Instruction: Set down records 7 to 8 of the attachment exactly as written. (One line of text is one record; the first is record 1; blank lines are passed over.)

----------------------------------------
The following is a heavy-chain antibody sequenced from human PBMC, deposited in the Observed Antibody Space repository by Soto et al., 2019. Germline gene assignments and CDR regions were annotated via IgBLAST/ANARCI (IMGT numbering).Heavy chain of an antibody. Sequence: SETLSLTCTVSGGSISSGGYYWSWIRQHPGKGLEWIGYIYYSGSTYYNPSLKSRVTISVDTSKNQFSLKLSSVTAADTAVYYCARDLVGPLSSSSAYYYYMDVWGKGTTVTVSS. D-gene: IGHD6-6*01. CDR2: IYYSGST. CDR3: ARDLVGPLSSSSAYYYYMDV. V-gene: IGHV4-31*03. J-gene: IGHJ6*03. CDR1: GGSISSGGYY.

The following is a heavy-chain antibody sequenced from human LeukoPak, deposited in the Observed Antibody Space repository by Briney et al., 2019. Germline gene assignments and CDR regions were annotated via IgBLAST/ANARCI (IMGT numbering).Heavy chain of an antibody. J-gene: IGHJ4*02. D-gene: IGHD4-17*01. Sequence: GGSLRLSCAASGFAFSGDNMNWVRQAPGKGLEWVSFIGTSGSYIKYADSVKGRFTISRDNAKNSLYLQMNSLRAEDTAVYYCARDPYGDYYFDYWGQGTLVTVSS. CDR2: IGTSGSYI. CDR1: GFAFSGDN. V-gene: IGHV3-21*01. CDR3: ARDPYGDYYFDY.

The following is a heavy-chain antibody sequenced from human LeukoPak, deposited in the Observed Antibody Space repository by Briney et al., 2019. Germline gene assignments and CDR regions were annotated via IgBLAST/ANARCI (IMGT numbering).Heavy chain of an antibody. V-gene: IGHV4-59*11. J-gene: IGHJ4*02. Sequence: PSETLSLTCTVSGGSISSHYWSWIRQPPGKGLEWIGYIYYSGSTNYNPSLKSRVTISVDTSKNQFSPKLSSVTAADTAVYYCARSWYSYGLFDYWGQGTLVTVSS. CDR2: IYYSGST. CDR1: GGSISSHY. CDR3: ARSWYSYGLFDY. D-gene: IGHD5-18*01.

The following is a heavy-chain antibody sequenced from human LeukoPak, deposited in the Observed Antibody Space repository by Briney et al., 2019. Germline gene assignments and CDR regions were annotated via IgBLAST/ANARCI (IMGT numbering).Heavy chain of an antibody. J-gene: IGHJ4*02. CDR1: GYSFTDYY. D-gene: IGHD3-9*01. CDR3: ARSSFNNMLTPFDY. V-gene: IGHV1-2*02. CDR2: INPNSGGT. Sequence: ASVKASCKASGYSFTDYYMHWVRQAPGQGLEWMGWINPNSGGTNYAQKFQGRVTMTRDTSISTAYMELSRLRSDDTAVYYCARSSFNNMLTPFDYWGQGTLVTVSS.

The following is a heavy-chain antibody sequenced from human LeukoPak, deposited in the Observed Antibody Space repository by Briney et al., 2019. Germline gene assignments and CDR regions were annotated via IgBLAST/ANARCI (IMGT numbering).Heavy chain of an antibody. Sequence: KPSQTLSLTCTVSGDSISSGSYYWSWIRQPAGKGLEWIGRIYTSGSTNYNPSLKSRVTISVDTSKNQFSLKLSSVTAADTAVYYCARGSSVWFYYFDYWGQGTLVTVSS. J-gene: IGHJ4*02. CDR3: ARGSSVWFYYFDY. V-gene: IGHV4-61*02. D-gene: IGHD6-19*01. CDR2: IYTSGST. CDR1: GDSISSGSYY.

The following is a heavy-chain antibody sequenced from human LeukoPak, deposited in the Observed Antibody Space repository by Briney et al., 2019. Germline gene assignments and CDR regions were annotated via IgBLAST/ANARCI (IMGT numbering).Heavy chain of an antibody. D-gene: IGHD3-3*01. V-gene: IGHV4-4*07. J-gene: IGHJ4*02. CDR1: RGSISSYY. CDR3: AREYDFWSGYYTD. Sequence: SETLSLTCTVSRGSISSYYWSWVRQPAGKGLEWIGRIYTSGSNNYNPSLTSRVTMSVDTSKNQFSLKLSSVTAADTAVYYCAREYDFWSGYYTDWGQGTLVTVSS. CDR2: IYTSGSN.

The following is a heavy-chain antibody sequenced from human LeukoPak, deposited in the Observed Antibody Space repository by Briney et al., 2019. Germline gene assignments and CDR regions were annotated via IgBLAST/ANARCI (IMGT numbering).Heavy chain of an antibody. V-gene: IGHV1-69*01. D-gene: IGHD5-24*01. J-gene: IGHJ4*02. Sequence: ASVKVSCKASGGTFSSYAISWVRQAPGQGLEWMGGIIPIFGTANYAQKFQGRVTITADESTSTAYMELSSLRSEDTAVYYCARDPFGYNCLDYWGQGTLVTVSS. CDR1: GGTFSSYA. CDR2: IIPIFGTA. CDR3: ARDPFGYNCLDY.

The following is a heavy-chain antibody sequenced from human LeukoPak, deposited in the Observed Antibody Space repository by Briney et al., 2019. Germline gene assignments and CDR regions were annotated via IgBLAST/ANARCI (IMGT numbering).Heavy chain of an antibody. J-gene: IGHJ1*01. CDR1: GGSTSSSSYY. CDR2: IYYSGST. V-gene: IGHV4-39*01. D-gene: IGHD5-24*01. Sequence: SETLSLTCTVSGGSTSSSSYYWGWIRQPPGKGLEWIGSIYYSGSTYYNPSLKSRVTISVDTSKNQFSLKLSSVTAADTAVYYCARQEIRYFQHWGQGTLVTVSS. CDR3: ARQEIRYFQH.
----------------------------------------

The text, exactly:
The following is a heavy-chain antibody sequenced from human LeukoPak, deposited in the Observed Antibody Space repository by Briney et al., 2019. Germline gene assignments and CDR regions were annotated via IgBLAST/ANARCI (IMGT numbering).Heavy chain of an antibody. V-gene: IGHV1-69*01. D-gene: IGHD5-24*01. J-gene: IGHJ4*02. Sequence: ASVKVSCKASGGTFSSYAISWVRQAPGQGLEWMGGIIPIFGTANYAQKFQGRVTITADESTSTAYMELSSLRSEDTAVYYCARDPFGYNCLDYWGQGTLVTVSS. CDR1: GGTFSSYA. CDR2: IIPIFGTA. CDR3: ARDPFGYNCLDY.

The following is a heavy-chain antibody sequenced from human LeukoPak, deposited in the Observed Antibody Space repository by Briney et al., 2019. Germline gene assignments and CDR regions were annotated via IgBLAST/ANARCI (IMGT numbering).Heavy chain of an antibody. J-gene: IGHJ1*01. CDR1: GGSTSSSSYY. CDR2: IYYSGST. V-gene: IGHV4-39*01. D-gene: IGHD5-24*01. Sequence: SETLSLTCTVSGGSTSSSSYYWGWIRQPPGKGLEWIGSIYYSGSTYYNPSLKSRVTISVDTSKNQFSLKLSSVTAADTAVYYCARQEIRYFQHWGQGTLVTVSS. CDR3: ARQEIRYFQH.